President Vladimir Putin formally opened the MAKS air salon outside Moscow Tuesday with Turkish counterpart Recep Tayyip Erdogan, who was enticed with Sukhoi fighter jets and treated to ice-cream as demonstration squadrons roared overhead.
The showpiece of this year's MAKS is the new civilian aircraft, which will be formally shown to potential clients after more than a decade in the making and multiple delays.
Putin lauded Russia's aircraft builders and their "unique traditions" which permit the country to "remain among the flagships of the global aerospace industry" and produce "breakthrough projects" such as the MC-21 and Mi-38 and Ka-62 helicopters.
The salon is the first since Russia's United Aircraft Corporation (UAC), a conglomerate of the country's main civilian and military aircraft makers, was put in the hands of state-owned corporation Rostec last year.
The handover, to be formally completed next year, was billed as a way to steer the industry toward more streamlined management and kindle new airplane projects.
Russia will also showcase for the first time its Su-57 fighter on Wednesday.
- Wings clipped by sanctions -
The medium-haul MC-21, which is produced by Siberian-based manufacturer Irkut and seats up to 211 passengers, is the industry's big hope after setbacks with the regional Sukhoi Superjet 100 liner, launched in 2011 as the first post-Soviet civilian airplane.
"MC-21 is a modern, improved mid-range plane, which is set to compete on the market with Airbus 320 and Boeing 737," said Oleg Panteleyev, an aviation analyst who heads industry website Aviaport.ru.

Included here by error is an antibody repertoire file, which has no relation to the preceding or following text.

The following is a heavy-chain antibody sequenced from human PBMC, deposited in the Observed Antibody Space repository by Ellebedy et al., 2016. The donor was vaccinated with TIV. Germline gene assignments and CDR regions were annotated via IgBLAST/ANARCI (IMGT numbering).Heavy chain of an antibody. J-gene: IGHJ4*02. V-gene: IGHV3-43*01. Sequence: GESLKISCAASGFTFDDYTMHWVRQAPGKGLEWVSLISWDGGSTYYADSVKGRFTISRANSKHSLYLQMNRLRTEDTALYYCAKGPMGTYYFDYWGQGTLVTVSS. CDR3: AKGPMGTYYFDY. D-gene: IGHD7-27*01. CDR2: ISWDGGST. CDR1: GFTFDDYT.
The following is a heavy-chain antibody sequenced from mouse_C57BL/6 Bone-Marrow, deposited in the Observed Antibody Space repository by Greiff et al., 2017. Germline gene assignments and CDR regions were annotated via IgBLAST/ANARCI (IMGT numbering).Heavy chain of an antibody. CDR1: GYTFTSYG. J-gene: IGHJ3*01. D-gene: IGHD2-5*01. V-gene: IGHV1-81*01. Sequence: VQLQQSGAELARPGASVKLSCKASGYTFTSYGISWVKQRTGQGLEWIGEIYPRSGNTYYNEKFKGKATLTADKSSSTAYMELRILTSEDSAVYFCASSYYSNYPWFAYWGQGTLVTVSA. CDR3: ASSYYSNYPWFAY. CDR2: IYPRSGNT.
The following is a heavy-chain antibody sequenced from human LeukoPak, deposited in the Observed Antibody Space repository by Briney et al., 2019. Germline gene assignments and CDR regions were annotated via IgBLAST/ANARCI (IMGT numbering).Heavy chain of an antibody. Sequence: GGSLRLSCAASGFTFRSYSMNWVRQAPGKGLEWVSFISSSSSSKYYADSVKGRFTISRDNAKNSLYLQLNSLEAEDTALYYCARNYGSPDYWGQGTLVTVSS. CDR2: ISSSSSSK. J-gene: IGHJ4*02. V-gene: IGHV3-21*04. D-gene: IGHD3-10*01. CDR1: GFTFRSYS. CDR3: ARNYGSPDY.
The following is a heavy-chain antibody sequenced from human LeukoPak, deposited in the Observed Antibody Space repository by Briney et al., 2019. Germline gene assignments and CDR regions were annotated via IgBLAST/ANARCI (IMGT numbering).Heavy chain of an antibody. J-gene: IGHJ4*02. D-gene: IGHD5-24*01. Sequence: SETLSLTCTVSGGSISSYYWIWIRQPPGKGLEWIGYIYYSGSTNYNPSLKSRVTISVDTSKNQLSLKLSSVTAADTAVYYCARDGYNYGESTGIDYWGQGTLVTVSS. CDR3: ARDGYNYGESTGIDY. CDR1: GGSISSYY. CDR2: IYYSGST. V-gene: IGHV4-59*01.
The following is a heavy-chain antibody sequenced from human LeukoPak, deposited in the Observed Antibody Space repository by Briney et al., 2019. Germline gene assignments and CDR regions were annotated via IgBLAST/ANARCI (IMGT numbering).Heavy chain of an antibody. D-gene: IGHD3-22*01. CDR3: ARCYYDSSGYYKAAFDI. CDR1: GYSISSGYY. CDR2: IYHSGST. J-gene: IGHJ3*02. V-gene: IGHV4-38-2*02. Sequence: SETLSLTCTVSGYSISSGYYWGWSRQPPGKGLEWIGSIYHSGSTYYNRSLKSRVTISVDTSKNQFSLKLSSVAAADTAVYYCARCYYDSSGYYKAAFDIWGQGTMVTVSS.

An MC-21 prototype made its maiden flight in 2017 but serial manufacturing has been delayed, in part due to US sanctions affecting the production of its carbon composite wings.
Though it was supposed to be put in service at the end of 2018, Rostec chief Sergei Chemezov said this year the first MC-21 planes will be delivered to Russian state-owned Aeroflot airline only in 2021.
The domestically-made composite material needed to go through testing, but "in the nearest future we will start making the wing and testing it on the plane", Chemezov said in May.
The first batch of MC-21 aircraft were also to be equipped with US-made Pratt & Whitney engines, according to a contract signed before the sanctions blocked further deliveries.
The three variants on show at Wednesday's salon use the American engines, while future production will use Russian-made PD-14 engines.
Sanctions against Moscow, gradually introduced since 2014, when Russia annexed Crimea from Ukraine, have hit several Russian industries, and Rostec and Chemezov were put on the US Treasury's sectoral sanctions blacklists.
- Buyer 'fears' -
While military aircraft makers are financially supported by the Russian airforce, which has been ordering new planes in recent years, the main hurdle for Russia-made civilian aircraft has to do with finding foreign clients, said Panteleyev.
"They have to compete with foreign manufacturers which have much larger scope for promoting their planes," he said.
Russia's previous, much-lauded Superjet was initially well-received but many clients later backed out due to difficulty in servicing it and getting parts replaced.
Several accidents also contributed to a poor image for the plane, most recently in May, when 41 people died in a fire after crash landing with full fuel tanks in Moscow. The investigation into the accident is ongoing.
Superjet had minor problems that could be fixed by continued investment, but "because so few planes were sold, they can't get enough money from turnover for these works", Panteleyev said.
At the outset, Superjet had targeted 20 percent of the market for regional planes, but is now mostly used by state-owned Aeroflot.
"Everyone is aware there is a risk" of the shadow of Superjet's troubles falling on the MC-21, Panteleyev said.
"They will do everything possible to soothe the fears of potential buyers."